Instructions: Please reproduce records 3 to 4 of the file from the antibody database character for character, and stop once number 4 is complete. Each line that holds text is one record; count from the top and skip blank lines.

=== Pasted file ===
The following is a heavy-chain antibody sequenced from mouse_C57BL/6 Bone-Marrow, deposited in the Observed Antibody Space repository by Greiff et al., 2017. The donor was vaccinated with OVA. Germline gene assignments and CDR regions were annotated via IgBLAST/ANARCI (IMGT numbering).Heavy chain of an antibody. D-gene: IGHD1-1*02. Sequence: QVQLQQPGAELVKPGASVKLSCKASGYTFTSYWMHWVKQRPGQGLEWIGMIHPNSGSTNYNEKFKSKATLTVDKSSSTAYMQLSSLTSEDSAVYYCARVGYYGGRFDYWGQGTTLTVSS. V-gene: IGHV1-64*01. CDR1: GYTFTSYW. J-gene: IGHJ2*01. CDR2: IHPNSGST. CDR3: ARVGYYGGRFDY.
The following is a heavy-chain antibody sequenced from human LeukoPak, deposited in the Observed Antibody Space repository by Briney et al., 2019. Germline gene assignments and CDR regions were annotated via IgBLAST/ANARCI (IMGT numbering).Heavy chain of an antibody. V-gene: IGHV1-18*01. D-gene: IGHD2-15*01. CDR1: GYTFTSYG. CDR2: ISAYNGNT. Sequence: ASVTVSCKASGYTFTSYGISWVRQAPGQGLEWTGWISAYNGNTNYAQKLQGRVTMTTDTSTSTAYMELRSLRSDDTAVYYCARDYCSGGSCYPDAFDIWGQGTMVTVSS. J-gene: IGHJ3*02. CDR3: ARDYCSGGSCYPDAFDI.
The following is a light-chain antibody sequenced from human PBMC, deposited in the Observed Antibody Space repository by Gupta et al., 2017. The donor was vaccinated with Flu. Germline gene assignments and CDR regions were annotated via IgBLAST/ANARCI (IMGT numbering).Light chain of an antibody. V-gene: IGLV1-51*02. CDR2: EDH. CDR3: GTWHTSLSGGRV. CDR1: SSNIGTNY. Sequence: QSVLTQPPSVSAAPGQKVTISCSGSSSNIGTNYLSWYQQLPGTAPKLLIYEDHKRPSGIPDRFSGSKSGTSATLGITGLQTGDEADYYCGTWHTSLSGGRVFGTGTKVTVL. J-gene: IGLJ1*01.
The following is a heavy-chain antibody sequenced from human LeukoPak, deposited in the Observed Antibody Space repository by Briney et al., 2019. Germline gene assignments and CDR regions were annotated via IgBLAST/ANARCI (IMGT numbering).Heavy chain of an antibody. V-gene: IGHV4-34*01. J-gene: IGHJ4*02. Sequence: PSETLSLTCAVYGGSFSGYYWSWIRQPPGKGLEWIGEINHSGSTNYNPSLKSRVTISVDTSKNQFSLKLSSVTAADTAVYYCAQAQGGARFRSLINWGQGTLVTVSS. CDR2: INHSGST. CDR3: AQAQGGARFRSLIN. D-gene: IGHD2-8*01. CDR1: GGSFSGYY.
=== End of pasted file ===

The following is a light-chain antibody sequenced from human PBMC, deposited in the Observed Antibody Space repository by Gupta et al., 2017. The donor was vaccinated with Flu. Germline gene assignments and CDR regions were annotated via IgBLAST/ANARCI (IMGT numbering).Light chain of an antibody. V-gene: IGLV1-51*02. CDR2: EDH. CDR3: GTWHTSLSGGRV. CDR1: SSNIGTNY. Sequence: QSVLTQPPSVSAAPGQKVTISCSGSSSNIGTNYLSWYQQLPGTAPKLLIYEDHKRPSGIPDRFSGSKSGTSATLGITGLQTGDEADYYCGTWHTSLSGGRVFGTGTKVTVL. J-gene: IGLJ1*01.
The following is a heavy-chain antibody sequenced from human LeukoPak, deposited in the Observed Antibody Space repository by Briney et al., 2019. Germline gene assignments and CDR regions were annotated via IgBLAST/ANARCI (IMGT numbering).Heavy chain of an antibody. V-gene: IGHV4-34*01. J-gene: IGHJ4*02. Sequence: PSETLSLTCAVYGGSFSGYYWSWIRQPPGKGLEWIGEINHSGSTNYNPSLKSRVTISVDTSKNQFSLKLSSVTAADTAVYYCAQAQGGARFRSLINWGQGTLVTVSS. CDR2: INHSGST. CDR3: AQAQGGARFRSLIN. D-gene: IGHD2-8*01. CDR1: GGSFSGYY.